I remember being a very nervous 18-year-old when I first entered the premises of North South University, a place I did not even want to enroll in. For someone who studied in bit-sized backyards they called school, the towering presence of NSU was intimidating.
As I walked into the canteen, I bought myself a cup of tea and sat in a corner, waiting desperately to see any known face before the class started. My first encounter with Mojo Mama happened just when I was about to get another cup to calm my ailing heart.
"First semester naki, mama?" (Is this your first semester?) smiled a kind looking man, who was about my father's age. As I nodded, he said, "Cha kintu amar kas thekei niyen, thikase mama" (Always buy tea from me, okay?). As I grew with my time in university, I realised that this man was no ordinary tea vendor. Day in and day out, my frustrating 3-hour commute from Old Dhaka to the campus had to culminate into a sip of hot rong cha he made.
Md. Mojammal Haque, popularly known as Mojo Mama by students in the campus, had been a staple of NSU life from its humble beginnings during the Banani campus days. He passed away recently after losing his battle to Covid-19.
"There was an open plot beside SPZ and Bashati Condomonium, where Mojo Mama and Nani (his mother) used to sell tea/smokes on a small table and tool on the road," says Fahd Uz Zaman Chowdhury, a student of the 012 batch of NSU. "Mojo Mama was incredible; I had never seen him mixing up the bills as he knew everyone. Nani loved me a lot as well, she always let me sit beside her and offer me tea and smokes."
Due to her advanced age, due to her old age complications, Nani often used to forget whom she served on credit. "When she mistook me for someone who owed money from her, Mojo Mama would step in with his almost photographic memory and say Amma, hey Bonny, unar kono baki nai.(Mother, he is Bonny, he doesn't owe anything to us) I remember it like yesterday."
As the years went on and North South University moved to a newer campus in Bashundhara, Mojo Mama was given a stall in its humungous canteen. Instead of getting lost in the shuffle to many newer stalls, he, in his earthly nature, became a confidante to the students of NSU.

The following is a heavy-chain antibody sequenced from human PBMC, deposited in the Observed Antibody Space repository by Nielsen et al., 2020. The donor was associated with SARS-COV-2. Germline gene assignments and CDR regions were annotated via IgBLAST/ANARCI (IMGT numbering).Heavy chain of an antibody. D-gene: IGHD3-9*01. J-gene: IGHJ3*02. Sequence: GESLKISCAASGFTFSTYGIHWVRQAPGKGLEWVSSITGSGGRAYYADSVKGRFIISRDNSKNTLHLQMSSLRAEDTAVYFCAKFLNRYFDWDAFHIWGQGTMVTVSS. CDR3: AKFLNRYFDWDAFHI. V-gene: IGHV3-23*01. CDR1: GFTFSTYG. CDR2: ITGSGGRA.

"Mojo Mama always gave me hot water and lemon when I had performances", says Antara Roy Chowdhury, a student from batch 16. "When I used to have a scarf wrapped around my neck, he used to say ajke apni gaite jaben tai na mama (you will sing today, won't you?) and asked his vendors to give me hot lemon water, and never charged a single buck from me for that.
I can attest to Mojo Mama's generosities myself, as many a late nights during preparations for North South University Sangskritik Sangathan (NSUSS) events, he too would keep his stall open and served tea to the participants. He would sit, chat and reminisce old times at the Banani campus when he did so.
"I never even had to speak to him", says Razin, a student form batch 13. "He just knew what to get me, and served the tea with a smile. He always remembered people who brought from his stall, and he knew how to make them happy".
"His sense of humour was nothing to scoff at either", says Rupak, another student of batch 16. "He used to tell me to not take sugar in my tea because I was already fat!" Coming from anyone else, this comment would have been inappropriate. However, the students saw Mojo Mama as more akin to a friend. "I will miss him very much, his smile was enough to make anyone's day.
Batch 12's Sadi Rayhan Nashid was devastated after hearing of his passing. "His one act of kindness will cement him in my memory forever. I once could not buy tea because the store was super-crowded. Mojo Mama noticed that, and personally brought me tea! It was only 10-15 BDT, but his gesture was worth a million."
These comments are merely a reflection of the thousands of people whose life a Mojo Mama touched over the years, as social media was filled to the brim with tributes and condolences due to his passing.
It exemplifies what we often take for granted – simple things in life, which we don't realise the value of when we have it, and the people who make our life just a little bit better with genuine little gestures.
Md Mojammal Haque, who will forever be remembered by students, teachers, employees and authorities of North South University as the legendary Mojo Mama, was a gift that kept on giving until he was practically physically unable to do so.
He is survived by his wife, a son and a daughter.